International Journal of Wildland Fire International Journal of Wildland Fire Society
Journal of the International Association of Wildland Fire
International Journal of Wildland Fire

International Journal of Wildland Fire

Volume 25 Number 4 2016

WF14193Wildfire survival plans in theory and practice

Christine Eriksen, Trent Penman, Bronwyn Horsey and Ross Bradstock
pp. 363-377

This paper examines how wildfire preparedness differs between residents with a mental, written or no survival plan, and the implications of plans having been discussed and practised with others. It highlights why explicit and consistent official preparedness advice is important for risk communication and communities at risk.

WF15051A value- and expectancy-based approach to understanding residents’ intended response to a wildfire threat

Ilona M. McNeill, Patrick D. Dunlop, Timothy C. Skinner and David L. Morrison
pp. 378-389

This study examines personal factors affecting residents’ intended response to a wildfire alert. Those who intend to leave on awareness of a fire threat differ from those who do not in the value attached to different wildfire outcomes and perceived likelihood of achieving them through defence vs evacuation.


Wildfire managers devote scarce resources towards reducing the overall costs and losses associated with human-ignited wildfires. Resource use could be reduced if decision-makers knew when future fires could ignite. We found positive net economic benefits of forecasting incendiary and non-incendiary human-ignited wildfires on tribal lands in the US.

WF15108Global fire size distribution: from power law to log-normal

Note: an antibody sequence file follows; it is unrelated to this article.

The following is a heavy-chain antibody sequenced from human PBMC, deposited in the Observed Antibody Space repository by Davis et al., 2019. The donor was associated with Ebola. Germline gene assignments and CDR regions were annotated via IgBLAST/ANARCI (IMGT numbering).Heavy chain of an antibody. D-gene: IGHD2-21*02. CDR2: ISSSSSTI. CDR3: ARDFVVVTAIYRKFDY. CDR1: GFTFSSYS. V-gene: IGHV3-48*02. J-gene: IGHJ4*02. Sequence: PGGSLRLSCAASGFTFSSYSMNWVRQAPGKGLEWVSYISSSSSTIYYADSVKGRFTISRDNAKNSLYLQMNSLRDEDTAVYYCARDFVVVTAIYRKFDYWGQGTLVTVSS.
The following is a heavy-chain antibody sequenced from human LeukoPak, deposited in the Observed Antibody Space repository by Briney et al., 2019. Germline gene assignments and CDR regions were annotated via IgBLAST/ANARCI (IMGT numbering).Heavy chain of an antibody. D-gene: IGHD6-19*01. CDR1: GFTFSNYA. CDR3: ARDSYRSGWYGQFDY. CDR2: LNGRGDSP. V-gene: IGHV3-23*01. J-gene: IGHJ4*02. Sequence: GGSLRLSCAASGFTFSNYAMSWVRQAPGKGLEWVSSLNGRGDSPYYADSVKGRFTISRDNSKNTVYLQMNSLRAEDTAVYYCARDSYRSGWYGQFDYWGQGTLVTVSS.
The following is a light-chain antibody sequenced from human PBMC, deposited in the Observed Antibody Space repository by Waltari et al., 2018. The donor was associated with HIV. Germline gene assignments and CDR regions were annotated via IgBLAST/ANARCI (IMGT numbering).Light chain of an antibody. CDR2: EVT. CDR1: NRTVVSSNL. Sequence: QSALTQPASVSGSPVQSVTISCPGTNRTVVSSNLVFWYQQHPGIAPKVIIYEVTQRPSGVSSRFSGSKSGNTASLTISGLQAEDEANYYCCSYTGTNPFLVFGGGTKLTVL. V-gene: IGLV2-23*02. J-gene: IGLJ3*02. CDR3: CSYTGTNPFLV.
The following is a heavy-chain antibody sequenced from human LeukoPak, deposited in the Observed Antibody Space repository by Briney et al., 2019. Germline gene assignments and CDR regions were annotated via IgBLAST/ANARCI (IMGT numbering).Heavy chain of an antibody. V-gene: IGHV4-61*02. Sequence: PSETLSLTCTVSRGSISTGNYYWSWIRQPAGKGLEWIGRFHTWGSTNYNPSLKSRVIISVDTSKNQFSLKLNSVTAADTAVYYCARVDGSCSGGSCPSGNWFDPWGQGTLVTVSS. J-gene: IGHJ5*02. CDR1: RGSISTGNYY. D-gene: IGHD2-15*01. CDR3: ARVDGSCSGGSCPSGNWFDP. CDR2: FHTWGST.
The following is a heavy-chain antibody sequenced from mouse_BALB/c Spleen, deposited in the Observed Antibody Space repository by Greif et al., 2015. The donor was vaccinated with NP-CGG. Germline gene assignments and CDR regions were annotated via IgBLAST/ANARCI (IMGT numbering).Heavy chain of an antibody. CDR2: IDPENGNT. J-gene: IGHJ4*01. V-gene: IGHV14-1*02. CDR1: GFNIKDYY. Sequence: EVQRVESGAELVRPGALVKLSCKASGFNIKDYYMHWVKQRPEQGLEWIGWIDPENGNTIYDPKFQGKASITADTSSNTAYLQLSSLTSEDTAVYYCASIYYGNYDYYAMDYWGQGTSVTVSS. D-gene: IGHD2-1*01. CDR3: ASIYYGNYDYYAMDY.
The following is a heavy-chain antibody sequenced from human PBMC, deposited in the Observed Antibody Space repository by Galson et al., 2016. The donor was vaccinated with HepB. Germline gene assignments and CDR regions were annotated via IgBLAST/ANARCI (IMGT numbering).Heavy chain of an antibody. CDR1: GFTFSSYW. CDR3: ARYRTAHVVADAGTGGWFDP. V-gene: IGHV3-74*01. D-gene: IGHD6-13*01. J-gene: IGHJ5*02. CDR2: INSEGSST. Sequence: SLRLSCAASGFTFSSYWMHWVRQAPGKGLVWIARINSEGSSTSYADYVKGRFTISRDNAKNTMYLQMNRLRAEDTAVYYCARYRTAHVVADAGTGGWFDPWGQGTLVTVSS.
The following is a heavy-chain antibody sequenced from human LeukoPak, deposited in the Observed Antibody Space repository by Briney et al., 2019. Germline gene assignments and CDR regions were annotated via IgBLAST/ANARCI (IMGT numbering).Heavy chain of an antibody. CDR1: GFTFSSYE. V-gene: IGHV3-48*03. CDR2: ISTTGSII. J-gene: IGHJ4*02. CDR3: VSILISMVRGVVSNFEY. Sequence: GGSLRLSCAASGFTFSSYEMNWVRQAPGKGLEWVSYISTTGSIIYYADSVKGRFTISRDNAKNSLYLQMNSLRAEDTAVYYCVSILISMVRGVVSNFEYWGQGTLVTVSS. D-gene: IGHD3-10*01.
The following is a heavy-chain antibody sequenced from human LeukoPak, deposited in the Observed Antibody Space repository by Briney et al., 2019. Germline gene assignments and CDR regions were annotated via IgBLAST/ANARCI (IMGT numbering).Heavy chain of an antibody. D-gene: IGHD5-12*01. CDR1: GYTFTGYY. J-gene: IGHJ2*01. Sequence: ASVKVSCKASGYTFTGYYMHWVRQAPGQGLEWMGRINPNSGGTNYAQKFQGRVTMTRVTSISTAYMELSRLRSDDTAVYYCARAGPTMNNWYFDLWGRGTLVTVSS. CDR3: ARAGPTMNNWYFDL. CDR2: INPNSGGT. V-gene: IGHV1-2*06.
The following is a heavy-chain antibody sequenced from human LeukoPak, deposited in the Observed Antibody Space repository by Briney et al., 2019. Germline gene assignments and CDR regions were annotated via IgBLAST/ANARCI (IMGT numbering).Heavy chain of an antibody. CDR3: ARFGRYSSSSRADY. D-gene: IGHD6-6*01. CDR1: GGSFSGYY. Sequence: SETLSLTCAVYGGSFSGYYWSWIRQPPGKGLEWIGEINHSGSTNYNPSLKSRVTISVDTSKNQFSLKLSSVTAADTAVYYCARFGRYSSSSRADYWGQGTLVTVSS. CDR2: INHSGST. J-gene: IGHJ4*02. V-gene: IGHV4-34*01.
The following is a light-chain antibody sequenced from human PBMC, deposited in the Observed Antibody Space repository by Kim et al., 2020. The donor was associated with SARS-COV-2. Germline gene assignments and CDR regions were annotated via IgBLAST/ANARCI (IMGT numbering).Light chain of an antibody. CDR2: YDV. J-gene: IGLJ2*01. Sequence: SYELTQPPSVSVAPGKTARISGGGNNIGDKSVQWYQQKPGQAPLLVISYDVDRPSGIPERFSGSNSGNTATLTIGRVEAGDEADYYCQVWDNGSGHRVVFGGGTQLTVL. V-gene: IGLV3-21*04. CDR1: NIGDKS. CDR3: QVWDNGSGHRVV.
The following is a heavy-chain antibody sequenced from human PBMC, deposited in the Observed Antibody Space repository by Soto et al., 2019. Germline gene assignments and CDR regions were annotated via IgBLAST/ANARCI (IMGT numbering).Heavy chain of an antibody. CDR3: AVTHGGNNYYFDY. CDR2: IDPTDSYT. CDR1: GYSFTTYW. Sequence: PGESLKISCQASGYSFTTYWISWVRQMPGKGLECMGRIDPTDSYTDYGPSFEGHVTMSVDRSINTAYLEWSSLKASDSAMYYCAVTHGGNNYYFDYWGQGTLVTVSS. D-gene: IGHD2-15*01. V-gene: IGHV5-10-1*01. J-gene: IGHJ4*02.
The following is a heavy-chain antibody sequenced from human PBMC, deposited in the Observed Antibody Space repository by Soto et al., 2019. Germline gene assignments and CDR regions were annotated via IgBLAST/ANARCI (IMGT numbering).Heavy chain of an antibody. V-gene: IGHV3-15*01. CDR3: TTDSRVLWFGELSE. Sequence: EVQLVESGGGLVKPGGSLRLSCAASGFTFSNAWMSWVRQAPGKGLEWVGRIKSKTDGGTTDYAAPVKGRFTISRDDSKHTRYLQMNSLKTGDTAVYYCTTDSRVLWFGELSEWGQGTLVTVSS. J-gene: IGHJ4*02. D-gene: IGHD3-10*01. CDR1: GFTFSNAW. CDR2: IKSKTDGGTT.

Stijn Hantson, Salvador Pueyo and Emilio Chuvieco
pp. 403-412

Fire size distribution is expected to follow a power-law distribution. Here, we show that instead, log-normal emerges as a suitable option to fit fire size distribution, with only two out of eight areas where fire size distribution can be adequately described by a power law.

WF15111Ensemble lightning prediction models for the province of Alberta, Canada

Karen D. Blouin, Mike D. Flannigan, Xianli Wang and Bohdan Kochtubajda
pp. 421-432

Lightning-caused wildfires in remote areas have large suppression costs and a greater chance of escaping initial attack when compared to human-caused wildfires. We present an ensemble forecasting approach based on 6-h and 24-h random forest models. The models provide a significant improvement in lightning prediction for Alberta’s forested areas, achieving hit rates of up to 85%.


Dendrochronological data from 29 montane sites in Jasper National Park provided evidence of a mixed-severity fire regime. Historical fires leaving scars or even-aged cohorts burned between 1646 and 1905. In the absence of fires after 1905, forests have matured simultaneously, homogenising the landscape. Proactive management to counter fire suppression effects is justified.

WF15068Repeatability of free-burning fire experiments using heterogeneous forest fuel beds in a combustion wind tunnel

Joshua J. Mulvaney, Andrew L. Sullivan, Geoffrey J. Cary and Glenys R. Bishop
pp. 445-455